What is arbitration?
Arbitration is a method of resolving cases outside of the court system. The Kaiser Foundation Health Plan (which is the largest health plan in California) requires arbitration for all claims against its doctors or hospitals. The requirement for arbitration is contained in the contract between the Health Plan and employers who offer Kaiser as an option for health coverage. Most Kaiser members are unaware that when they sign up for Kaiser Health Plan coverage they are forever waiving their rights to sue Kaiser doctors or hospitals in court and, therefore, must proceed through a private arbitration proceeding without a jury. As a result of several court decisions that criticized the manner in which Kaiser managed its arbitration procedures, Kaiser has established a policy that requires patients who file claims against Kaiser to choose an arbitrator from a random list of arbitrators. However, many of the attorneys who are registered as possible arbitrators in this procedure have little or no experience with medical malpractice and negligence cases and some are actually defense attorneys.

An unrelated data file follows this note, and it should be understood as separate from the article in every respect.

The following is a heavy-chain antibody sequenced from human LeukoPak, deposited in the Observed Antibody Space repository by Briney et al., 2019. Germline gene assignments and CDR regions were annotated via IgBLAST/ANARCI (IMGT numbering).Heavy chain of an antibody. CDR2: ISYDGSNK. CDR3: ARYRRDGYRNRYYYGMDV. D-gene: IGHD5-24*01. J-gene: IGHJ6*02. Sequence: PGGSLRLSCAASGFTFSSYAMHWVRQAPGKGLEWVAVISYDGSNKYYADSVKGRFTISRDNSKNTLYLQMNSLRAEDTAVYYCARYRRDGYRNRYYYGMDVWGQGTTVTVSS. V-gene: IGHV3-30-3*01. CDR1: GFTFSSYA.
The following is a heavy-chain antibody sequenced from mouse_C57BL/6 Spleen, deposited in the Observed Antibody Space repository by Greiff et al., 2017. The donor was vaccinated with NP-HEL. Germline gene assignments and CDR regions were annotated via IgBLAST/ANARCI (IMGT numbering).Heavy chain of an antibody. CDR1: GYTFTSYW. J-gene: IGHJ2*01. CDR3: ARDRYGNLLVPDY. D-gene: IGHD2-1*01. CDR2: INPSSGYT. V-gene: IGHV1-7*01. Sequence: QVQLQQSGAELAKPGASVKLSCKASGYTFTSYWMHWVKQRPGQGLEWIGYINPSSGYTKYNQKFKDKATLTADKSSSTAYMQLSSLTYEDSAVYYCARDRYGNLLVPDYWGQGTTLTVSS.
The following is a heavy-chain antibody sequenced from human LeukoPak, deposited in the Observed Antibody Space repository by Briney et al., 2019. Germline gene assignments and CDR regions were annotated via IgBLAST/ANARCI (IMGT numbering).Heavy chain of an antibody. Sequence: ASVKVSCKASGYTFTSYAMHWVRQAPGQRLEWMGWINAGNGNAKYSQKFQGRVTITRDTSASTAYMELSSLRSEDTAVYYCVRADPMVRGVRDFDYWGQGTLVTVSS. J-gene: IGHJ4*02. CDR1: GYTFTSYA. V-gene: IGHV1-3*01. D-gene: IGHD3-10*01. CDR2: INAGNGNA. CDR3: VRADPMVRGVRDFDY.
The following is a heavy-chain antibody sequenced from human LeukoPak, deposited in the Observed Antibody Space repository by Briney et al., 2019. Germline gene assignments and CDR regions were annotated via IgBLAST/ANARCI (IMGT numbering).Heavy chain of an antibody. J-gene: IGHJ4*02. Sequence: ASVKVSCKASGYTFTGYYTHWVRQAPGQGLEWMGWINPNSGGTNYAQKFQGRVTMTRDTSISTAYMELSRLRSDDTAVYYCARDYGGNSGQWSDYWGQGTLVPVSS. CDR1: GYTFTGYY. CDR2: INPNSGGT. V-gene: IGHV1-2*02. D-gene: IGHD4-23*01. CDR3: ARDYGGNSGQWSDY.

An arbitration hearing is generally less time consuming than a jury trial, and some cases may be decided in favor of a patient who might not win before a jury. When an arbitrator decides against Kaiser, the damages awarded are usually much less than the amount a jury would award for a similar case. Clearly, the financial savings Kaiser receives are the main reason that Kaiser has enforced the use of arbitration for all of their California claims. The requirement for arbitration under the Kaiser contract has been held to apply to spouses, unborn children or any heirs of a Kaiser member, even if they never agreed to such a contract. In addition to Kaiser, many individual physicians have their patients sign arbitration agreements when they first visit there. These arbitration agreements are even more cumbersome since they require a three-member arbitration panel, which increases the cost of an arbitration proceeding and can make it more difficult for each side to agree on a neutral arbitrator.